He was also one of the most remarkable double agents Britain has ever produced. Inside the traitor was a man of loyalty; inside the villain was a hero. The problem for Chapman, his spymasters, and his lovers was to know where one persona ended and the other began.In 1941, after training as a German spy in occupied France, Chapman was parachuted into Britain with a revolver, a wireless, and a cyanide pill, with orders from the Abwehr to blow up an airplane factory. Instead, he contacted MI5, the British Secret Service. For the next four years, Chapman worked as a double agent, a lone British spy at the heart of the German Secret Service who at one time volunteered to assassinate Hitler for his countrymen. Crisscrossing Europe under different names, all the while weaving plans, spreading disinformation, and, miraculously, keeping his stories straight under intense interrogation, he even managed to gain some profit and seduce beautiful women along the way.The Nazis feted Chapman as a hero and awarded him the Iron Cross. In Britain, he was pardoned for his crimes, becoming the only wartime agent to be thus rewarded. Both countries provided for the mother of his child and his mistress. Sixty years after the end of the war, and ten years after Chapman’s death, MI5 has now declassified all of Chapman’s files, releasing more than 1,800 pages of top secret material and allowing the full story of Agent Zigzag to be told for the first time.A gripping story of loyalty, love, and treachery, Agent Zigzag offers a unique glimpse into the psychology of espionage, with its thin and shifting line between fidelity and betrayal.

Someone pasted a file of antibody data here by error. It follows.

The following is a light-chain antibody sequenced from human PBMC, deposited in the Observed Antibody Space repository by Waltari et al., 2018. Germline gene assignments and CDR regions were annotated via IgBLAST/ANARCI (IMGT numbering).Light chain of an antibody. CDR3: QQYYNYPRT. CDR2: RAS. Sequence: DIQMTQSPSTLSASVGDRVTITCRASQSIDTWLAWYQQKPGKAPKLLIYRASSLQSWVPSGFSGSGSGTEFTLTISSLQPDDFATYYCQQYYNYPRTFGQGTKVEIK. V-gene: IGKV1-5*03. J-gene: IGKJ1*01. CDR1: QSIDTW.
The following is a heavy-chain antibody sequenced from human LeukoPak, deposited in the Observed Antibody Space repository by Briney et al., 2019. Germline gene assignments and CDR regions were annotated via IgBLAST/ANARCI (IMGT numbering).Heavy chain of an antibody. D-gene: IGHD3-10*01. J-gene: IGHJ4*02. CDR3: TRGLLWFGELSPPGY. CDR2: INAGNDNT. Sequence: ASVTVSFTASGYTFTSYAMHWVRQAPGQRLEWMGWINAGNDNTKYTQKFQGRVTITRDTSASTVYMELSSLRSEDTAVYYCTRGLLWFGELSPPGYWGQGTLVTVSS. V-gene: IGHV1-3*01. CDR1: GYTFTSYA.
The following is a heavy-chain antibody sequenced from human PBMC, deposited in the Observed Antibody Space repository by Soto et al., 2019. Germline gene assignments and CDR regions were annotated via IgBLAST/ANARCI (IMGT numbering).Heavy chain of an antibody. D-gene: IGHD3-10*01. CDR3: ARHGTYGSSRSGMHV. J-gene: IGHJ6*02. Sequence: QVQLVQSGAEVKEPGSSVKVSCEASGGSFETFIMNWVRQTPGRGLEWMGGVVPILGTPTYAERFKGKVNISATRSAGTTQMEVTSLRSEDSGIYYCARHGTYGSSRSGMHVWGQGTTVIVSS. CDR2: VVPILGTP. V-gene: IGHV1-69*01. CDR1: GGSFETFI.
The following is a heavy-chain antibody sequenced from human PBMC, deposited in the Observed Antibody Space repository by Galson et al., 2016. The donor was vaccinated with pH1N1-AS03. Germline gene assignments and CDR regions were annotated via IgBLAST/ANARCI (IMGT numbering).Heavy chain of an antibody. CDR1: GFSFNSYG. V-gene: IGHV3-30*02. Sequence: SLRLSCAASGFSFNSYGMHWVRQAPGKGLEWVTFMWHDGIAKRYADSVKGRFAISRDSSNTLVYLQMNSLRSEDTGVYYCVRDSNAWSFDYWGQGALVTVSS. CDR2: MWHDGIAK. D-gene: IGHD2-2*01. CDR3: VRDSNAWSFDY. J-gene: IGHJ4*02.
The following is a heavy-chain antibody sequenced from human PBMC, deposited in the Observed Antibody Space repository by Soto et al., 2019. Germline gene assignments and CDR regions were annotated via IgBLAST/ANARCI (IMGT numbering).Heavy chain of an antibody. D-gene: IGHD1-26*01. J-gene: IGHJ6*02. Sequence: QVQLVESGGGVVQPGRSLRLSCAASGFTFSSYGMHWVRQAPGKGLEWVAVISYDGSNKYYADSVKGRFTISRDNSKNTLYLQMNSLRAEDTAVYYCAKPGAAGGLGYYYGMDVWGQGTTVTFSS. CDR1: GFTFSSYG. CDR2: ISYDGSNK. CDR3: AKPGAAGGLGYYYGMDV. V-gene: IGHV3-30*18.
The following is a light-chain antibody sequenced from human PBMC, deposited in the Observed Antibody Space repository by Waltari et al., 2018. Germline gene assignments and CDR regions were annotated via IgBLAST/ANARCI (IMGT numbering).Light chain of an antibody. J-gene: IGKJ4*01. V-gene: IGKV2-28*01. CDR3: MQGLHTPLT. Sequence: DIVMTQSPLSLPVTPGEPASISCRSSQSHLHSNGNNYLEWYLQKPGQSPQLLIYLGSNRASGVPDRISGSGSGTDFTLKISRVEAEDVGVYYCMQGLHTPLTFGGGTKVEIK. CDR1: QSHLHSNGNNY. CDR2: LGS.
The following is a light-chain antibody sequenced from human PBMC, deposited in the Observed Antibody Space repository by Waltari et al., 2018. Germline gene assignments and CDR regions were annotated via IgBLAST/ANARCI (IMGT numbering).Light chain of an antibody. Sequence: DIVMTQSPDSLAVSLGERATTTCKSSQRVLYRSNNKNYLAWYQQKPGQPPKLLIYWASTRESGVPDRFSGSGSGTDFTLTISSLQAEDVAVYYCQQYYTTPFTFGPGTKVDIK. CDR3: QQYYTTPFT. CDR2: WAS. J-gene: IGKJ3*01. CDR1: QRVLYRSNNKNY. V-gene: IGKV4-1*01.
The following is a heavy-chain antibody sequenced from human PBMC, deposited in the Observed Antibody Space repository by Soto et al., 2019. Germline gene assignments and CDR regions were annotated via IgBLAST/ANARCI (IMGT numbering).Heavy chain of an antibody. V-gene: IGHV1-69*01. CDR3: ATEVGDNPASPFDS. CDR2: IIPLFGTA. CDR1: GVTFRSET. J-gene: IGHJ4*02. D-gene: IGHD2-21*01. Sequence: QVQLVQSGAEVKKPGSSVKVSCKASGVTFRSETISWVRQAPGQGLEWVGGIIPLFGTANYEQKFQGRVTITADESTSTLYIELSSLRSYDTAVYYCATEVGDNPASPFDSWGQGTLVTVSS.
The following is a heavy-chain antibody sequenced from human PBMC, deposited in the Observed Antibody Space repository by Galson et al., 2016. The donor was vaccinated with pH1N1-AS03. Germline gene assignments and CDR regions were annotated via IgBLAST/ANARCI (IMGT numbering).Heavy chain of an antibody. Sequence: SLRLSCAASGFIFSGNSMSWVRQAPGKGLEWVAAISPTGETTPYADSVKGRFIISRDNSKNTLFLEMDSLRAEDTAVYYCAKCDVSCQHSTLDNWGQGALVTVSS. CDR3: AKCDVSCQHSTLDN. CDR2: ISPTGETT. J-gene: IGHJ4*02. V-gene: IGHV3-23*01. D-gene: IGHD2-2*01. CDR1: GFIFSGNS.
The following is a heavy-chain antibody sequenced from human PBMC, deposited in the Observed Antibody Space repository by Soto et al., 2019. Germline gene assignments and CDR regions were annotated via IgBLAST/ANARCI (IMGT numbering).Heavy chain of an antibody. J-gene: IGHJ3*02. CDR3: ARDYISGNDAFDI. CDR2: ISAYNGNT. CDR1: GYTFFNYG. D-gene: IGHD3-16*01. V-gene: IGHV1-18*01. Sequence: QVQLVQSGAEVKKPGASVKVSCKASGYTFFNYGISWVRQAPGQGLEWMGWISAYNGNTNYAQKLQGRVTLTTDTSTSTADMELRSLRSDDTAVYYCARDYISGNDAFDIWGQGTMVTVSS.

The Monuments Men: Allied Heroes, Nazi Thieves, and the Greatest Treasure Hunt in History
Robert M. Edsel - 2009
The Fuehrer had begun cataloguing the art he planned to collect as well as the art he would destroy: "degenerate" works he despised.In a race against time, behind enemy lines, often unarmed, a special force of American and British museum directors, curators, art historians, and others, called the Momuments Men, risked their lives scouring Europe to prevent the destruction of thousands of years of culture.Focusing on the eleven-month period between D-Day and V-E Day, this fascinating account follows six Monuments Men and their impossible mission to save the world's great art from the Nazis.
Russell Braddon - 1956